I think it’s bringing the human back into the workforce, bringing that sense of belonging to a community and engaging with everybody about what it means to be ‘uniquely me’. We want to encourage people to be their authentic selves in the workplace and excel at their job, be accepted, be respected, and be cared for.

ServiceNow CEO John Donahoe, myself and other leadership members are really embracing our growth mindset, coupled with this sense of belonging, talking about diversity and inclusion, and putting the human into the community and showing care in every interaction – always listening, responding and being transparent.

Figuring out what that diverse voice is that’s missing at the table – to unlock innovation, better outcomes, and to have conflict through collaboration – is where the magic happens.

What key strategies are you using to prepare for the future of work?

Culture and employee experience are increasingly becoming more ‘top of mind’ for every organisation.

Not that long ago, employee experience was seen as the front-end funnel of hiring – ‘How graciously can I court you and onboard you?’ Then it stopped.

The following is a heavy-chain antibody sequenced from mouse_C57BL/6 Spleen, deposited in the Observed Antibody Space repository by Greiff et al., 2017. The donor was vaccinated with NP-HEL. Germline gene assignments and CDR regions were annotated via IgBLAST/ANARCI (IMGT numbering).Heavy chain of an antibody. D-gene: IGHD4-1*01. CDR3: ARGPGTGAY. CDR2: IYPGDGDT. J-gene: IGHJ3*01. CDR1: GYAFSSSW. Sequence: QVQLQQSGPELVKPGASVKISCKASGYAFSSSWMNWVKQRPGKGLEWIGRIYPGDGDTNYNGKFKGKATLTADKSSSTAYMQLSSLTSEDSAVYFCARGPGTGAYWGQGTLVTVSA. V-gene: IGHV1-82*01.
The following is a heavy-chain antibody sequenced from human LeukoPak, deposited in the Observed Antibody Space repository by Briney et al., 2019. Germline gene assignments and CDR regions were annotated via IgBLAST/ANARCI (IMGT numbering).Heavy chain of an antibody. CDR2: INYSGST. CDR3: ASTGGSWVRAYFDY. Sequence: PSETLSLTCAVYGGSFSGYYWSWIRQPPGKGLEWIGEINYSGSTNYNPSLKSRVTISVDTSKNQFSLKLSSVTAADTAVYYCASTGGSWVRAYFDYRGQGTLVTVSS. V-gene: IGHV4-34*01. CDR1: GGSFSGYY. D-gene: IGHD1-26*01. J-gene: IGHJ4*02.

I said, “If you actually map the employee experience, what is that?” It is three big things: one is culture, the employee value proposition that the organisation will deliver through behaviours, policies and practices; secondly, the systems and tools that allow employees to do great work to drive productivity; and thirdly, the environment in which they work.

By this, I mean both physical and digital environment; for example, video-conferencing is really valuable to read body language and to see that everybody is listening to you rather than putting you on mute while a team at work all have a conversation and you’re none the wiser.

What is the one thing you think HR teams should stop doing, or start doing differently?

Translate your language into the business’s language and echo back to clarify understanding. If you’re driving change and you feel there is tension or lack of understanding, just pause and listen more in an effort to seek to understand their side. I always tell my team, “Argue like you’re right and listen like you’re wrong.” Don’t get so wedded to your HR speak. Help to translate it into language they understand and the DNA of the business to make it part of their agenda.